Among the new features of Fluid Topics version 2.7 release, access control is certainly the trickiest one and it deserves some clarification. Most of our clients are interested in securing access to their content. Some of the motivations and use cases for secure access include:
- Make part of the documentation publicly accessible, while the rest is limited to customers.
- Centrally expose all content related to product support, but restrict access to some content to internal users only, based on fine-grained roles and profiles such as support agents, subject matter experts, field operators, etc.
- Limit access to preview content for upcoming products to partners and resellers.
- Deliver customer-tailored documents: some content may be specific to one customer based on its product configuration.
- Make part of the content —such as training material— accessible on a subscription-based model.
Whether the need is immediate or planned for future implementation, this capability should be part of your checklist when searching for a content delivery solution. In fact, many companies choose Fluid Topics for its incredible flexibility and ability to cope with various situations.
To set up this security mechanism, clients often have to answer many questions and sometimes solve functional and technical issues. Even if Fluid Topics makes it easy, there are two issues that clients must address.
1. Understand the difference between authentication and authorization.
Authentication consists in knowing who the user is, and making sure that he is who he claims to be. This is usually achieved in the login phase with a username or email, plus password. In more demanding environments, this can be accomplished through security devices such as secure cards. To avoid forcing the user to authenticate again, Fluid Topics can connect to SSO systems and check if the user is already authenticated. Fluid Topics also supports out-of-the-box multiple standard SSO protocols —such as SAML, OpenID, OAuth— and can be extended to support proprietary protocols.
Authorization determines the permissions of authenticated users: resources they are authorized to access and features they can use. Access rights are usually modeled by a set of profiles and groups a user belongs to, and user credentials are authorized by obtaining a list of those profiles and groups. Authorization requires organizations to answer essential questions:
- What is our permission model?
- What groups, profiles or roles already exist?
- Where are groups and profiles defined and stored?
- Do groups and profiles match what we are trying to achieve in terms of content access? Or do we need to create new ones?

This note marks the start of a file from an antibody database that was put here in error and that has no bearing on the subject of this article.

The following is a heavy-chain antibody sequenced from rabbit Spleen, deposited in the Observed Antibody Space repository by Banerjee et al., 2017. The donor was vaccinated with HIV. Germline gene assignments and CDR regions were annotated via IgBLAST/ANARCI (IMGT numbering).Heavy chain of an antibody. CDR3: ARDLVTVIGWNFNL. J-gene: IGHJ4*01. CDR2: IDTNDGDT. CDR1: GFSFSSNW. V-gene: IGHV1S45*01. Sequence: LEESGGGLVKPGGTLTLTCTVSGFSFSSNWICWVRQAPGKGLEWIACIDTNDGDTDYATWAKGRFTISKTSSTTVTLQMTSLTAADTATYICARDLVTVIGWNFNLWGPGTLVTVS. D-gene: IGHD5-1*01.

Example: You want to limit access to some content to your certified partners and resellers.
- Do you have such groups defined? Are you sure that the corresponding users are properly tagged as being part of those groups?
- Where is this information stored? Is it already in the directory used for access control? Or is this information managed in a separate application such as your CRM?
User credentials are usually provided as part of the SSO dialog (through SAML assertions, for example). If the group’s definition and membership exist in an application such as your ERP or CRM that is not connected to your security infrastructure, you will either have to connect these systems or expose them through a Web Service. If the credentials are already defined in the directory used also for authentication, you’re ready to go. This is an issue to investigate with your IT department.
2. Define the relationship between credentials and content attributes.
The groups and roles used for defining user credentials usually don’t match the metadata existing on the content side. This is normal, but still it’s an issue.
Content such as technical documentation is usually written in advance, independently of delivery strategy and regardless of the security mechanisms that may be put in place. This content is usually tagged (type, related product, version, tasks, audience, etc.) with some metadata put inside the content, while other metadata is defined and stored “outside” the content, such as in the CMS.
The decision to include metadata inside —when metadata are content-related and not dependent of the context— or alongside a piece of content, is very important but it is not the subject of this discussion. In both cases, metadata is usually not included in the groups used for defining user credentials, and it’s a good practice not to do so. In some cases, you may find the profiles you want to define for content access may not even exist in your directory.
Imagine that you have 10,000 topics and that you have to tag 20% of them as “partners” because they are accessible to partners. One day, marketing decides to create Silver and Gold Partnership levels. Do you think it make sense to manually modify the tagging of 2,000 topics? And by the way, the group “partner” does not exist. Instead, the CRM holds attributes such as reseller or integrator.
This is a typical situation you can resolve by mapping between the user groups and the existing metadata. Fluid Topics makes it easy to dynamically and flexibly use mapping capabilities, but you must define mapping parameters based on your system.
Remember: securing access to your content will require you to answer two questions:
- What are the existing credentials and how are they made accessible?
- How do the access groups map to the existing content metadata?